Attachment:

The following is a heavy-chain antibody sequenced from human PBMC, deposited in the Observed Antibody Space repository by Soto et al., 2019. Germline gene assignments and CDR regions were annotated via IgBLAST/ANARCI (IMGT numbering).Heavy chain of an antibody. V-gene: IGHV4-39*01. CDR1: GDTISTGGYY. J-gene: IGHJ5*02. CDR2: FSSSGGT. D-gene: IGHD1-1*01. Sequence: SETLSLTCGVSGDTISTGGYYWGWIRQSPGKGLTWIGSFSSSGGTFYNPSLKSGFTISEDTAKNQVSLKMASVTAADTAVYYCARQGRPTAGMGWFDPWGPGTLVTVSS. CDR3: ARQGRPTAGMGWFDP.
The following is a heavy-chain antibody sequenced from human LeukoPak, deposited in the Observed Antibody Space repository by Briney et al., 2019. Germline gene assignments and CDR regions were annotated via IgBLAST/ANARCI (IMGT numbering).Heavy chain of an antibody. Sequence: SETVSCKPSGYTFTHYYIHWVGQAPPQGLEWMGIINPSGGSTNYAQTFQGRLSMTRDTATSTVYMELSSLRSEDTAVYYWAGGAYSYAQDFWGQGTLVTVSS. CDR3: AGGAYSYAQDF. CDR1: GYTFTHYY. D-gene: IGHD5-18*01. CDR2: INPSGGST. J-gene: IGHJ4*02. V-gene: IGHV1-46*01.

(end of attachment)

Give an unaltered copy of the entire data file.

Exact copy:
The following is a heavy-chain antibody sequenced from human PBMC, deposited in the Observed Antibody Space repository by Soto et al., 2019. Germline gene assignments and CDR regions were annotated via IgBLAST/ANARCI (IMGT numbering).Heavy chain of an antibody. V-gene: IGHV4-39*01. CDR1: GDTISTGGYY. J-gene: IGHJ5*02. CDR2: FSSSGGT. D-gene: IGHD1-1*01. Sequence: SETLSLTCGVSGDTISTGGYYWGWIRQSPGKGLTWIGSFSSSGGTFYNPSLKSGFTISEDTAKNQVSLKMASVTAADTAVYYCARQGRPTAGMGWFDPWGPGTLVTVSS. CDR3: ARQGRPTAGMGWFDP.
The following is a heavy-chain antibody sequenced from human LeukoPak, deposited in the Observed Antibody Space repository by Briney et al., 2019. Germline gene assignments and CDR regions were annotated via IgBLAST/ANARCI (IMGT numbering).Heavy chain of an antibody. Sequence: SETVSCKPSGYTFTHYYIHWVGQAPPQGLEWMGIINPSGGSTNYAQTFQGRLSMTRDTATSTVYMELSSLRSEDTAVYYWAGGAYSYAQDFWGQGTLVTVSS. CDR3: AGGAYSYAQDF. CDR1: GYTFTHYY. D-gene: IGHD5-18*01. CDR2: INPSGGST. J-gene: IGHJ4*02. V-gene: IGHV1-46*01.